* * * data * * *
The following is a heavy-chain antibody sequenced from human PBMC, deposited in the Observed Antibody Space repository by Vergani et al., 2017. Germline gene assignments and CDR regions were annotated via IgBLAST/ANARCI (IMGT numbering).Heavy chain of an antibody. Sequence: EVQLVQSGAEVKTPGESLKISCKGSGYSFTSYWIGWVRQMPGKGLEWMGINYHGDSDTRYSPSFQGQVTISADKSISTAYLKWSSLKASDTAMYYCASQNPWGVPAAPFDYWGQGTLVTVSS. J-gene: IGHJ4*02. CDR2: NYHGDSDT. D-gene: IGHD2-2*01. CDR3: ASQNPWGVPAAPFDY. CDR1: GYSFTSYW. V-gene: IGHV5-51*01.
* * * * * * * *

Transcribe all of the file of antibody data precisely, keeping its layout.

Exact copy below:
The following is a heavy-chain antibody sequenced from human PBMC, deposited in the Observed Antibody Space repository by Vergani et al., 2017. Germline gene assignments and CDR regions were annotated via IgBLAST/ANARCI (IMGT numbering).Heavy chain of an antibody. Sequence: EVQLVQSGAEVKTPGESLKISCKGSGYSFTSYWIGWVRQMPGKGLEWMGINYHGDSDTRYSPSFQGQVTISADKSISTAYLKWSSLKASDTAMYYCASQNPWGVPAAPFDYWGQGTLVTVSS. J-gene: IGHJ4*02. CDR2: NYHGDSDT. D-gene: IGHD2-2*01. CDR3: ASQNPWGVPAAPFDY. CDR1: GYSFTSYW. V-gene: IGHV5-51*01.